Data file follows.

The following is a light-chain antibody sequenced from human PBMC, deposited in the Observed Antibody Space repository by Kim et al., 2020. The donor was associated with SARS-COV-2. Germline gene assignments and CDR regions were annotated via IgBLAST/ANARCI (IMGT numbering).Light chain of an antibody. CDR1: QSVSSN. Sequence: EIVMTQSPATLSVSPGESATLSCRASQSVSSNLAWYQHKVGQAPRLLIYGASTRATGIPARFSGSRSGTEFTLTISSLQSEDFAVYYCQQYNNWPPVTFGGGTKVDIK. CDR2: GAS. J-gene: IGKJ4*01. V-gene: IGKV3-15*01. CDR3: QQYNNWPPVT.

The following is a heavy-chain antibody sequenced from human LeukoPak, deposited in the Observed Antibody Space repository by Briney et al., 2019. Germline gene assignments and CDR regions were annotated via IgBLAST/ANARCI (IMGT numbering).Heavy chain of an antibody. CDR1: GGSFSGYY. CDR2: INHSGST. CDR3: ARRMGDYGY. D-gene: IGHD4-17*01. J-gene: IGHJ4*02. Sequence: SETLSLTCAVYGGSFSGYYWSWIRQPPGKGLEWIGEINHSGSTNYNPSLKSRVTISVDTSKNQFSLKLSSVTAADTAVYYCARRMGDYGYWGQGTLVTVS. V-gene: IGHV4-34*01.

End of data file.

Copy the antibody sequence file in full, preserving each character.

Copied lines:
The following is a light-chain antibody sequenced from human PBMC, deposited in the Observed Antibody Space repository by Kim et al., 2020. The donor was associated with SARS-COV-2. Germline gene assignments and CDR regions were annotated via IgBLAST/ANARCI (IMGT numbering).Light chain of an antibody. CDR1: QSVSSN. Sequence: EIVMTQSPATLSVSPGESATLSCRASQSVSSNLAWYQHKVGQAPRLLIYGASTRATGIPARFSGSRSGTEFTLTISSLQSEDFAVYYCQQYNNWPPVTFGGGTKVDIK. CDR2: GAS. J-gene: IGKJ4*01. V-gene: IGKV3-15*01. CDR3: QQYNNWPPVT.

The following is a heavy-chain antibody sequenced from human LeukoPak, deposited in the Observed Antibody Space repository by Briney et al., 2019. Germline gene assignments and CDR regions were annotated via IgBLAST/ANARCI (IMGT numbering).Heavy chain of an antibody. CDR1: GGSFSGYY. CDR2: INHSGST. CDR3: ARRMGDYGY. D-gene: IGHD4-17*01. J-gene: IGHJ4*02. Sequence: SETLSLTCAVYGGSFSGYYWSWIRQPPGKGLEWIGEINHSGSTNYNPSLKSRVTISVDTSKNQFSLKLSSVTAADTAVYYCARRMGDYGYWGQGTLVTVS. V-gene: IGHV4-34*01.